Directed by: Dan Trachtenberg
Premise: The fifth entry in the Predator series. An extraterrestrial hunter (Dane DiLiegro) stalks the woods in eighteenth century North America. A female Comanche hunter (Amber Midthunder) protects her tribe.
What Works: The Predator series has seen quite a few permutations on the central idea that a race of extraterrestrials periodically visit this planet to hunt human beings for sport. Prey does not reinvent the series but it does shave the conceit down to its essentials and delivers a mix of action and horror thrills with great craftsmanship. The film is set on the eighteenth-century Great Plains and the setting gives Prey a different feel from its predecessors. As a period piece, Prey comes across authentically of its time and place. The native characters are portrayed with nuance and intelligence and the art direction looks organic. Prey is the story of Naru, a Comanche woman who wants to prove herself as a hunter but must overcome the prejudices of her tribe as well as her own inexperience. The filmmakers spend quite a bit of time on Naru’s tribal life and effectively establish her character. Naru is well played by Amber Midthunder. She has the right combination of toughness and vulnerability to make for a compelling hero. Prey is a very good example of unified storytelling. Everything in it is built around the concept of predator-prey relationships and the techniques and adaptations that animals use to trap their next meal or avoid becoming one. Prey is full of these kinds of details and they enrich the film but they are embedded into the story so that it remains a lean and streamlined experience which makes Prey a relief from many of the bloated and overlong franchise films currently being made. It is also extraordinarily well crafted. The picture is beautifully shot but in a way that accentuates the harshness and difficulty of the land. The action sequences are ferocious and are executed on a modest scale that makes them credible and therefore exciting.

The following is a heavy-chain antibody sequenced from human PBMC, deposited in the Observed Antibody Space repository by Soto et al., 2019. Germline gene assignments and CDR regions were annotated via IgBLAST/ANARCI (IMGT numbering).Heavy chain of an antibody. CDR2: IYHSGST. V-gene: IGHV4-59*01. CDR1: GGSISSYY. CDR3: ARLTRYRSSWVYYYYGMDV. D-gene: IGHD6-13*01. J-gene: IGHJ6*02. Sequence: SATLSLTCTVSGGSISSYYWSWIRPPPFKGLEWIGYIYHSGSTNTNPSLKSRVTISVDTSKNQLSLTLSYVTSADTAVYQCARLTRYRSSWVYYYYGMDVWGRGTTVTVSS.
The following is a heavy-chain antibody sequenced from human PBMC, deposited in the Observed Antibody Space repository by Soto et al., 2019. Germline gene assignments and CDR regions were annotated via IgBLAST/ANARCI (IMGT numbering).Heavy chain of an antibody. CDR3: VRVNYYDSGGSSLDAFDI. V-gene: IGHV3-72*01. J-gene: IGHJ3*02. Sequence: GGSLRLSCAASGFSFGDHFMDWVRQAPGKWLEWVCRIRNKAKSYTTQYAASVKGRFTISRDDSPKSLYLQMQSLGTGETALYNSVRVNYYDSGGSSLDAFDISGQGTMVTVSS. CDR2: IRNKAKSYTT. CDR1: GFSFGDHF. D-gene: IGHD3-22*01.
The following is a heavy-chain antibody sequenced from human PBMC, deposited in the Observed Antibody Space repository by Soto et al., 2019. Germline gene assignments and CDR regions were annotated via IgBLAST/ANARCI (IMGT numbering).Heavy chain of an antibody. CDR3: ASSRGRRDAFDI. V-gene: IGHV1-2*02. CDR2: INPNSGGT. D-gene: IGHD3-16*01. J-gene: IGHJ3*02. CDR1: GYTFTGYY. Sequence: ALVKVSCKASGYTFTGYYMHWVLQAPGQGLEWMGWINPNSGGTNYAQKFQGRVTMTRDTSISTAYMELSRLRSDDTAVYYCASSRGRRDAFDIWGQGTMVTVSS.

What Doesn’t: Sarah Schachner wrote a very good score for Prey. However, the music does not make much use of the Predator themes created by Alan Silvestri for the first movie and repeated in the sequels (although not in Alien vs. Predator). This is unfortunate. Silvestri’s Predator score was a key part of the franchise’s identity in much the same way that John Williams’ Star Wars themes were associated with those characters and stories. The filmmakers clearly wanted Prey to forge its own identity separate from the other Predator films but in this particular respect they drifted a little too far.
Bottom Line: Prey is one of the better entries in the Predator series. It does not develop the larger story world the way some of the other sequels did but Prey does offer the primal survivalist thrills that made the original Predator a classic.
Episode: #913 (August 14, 2022)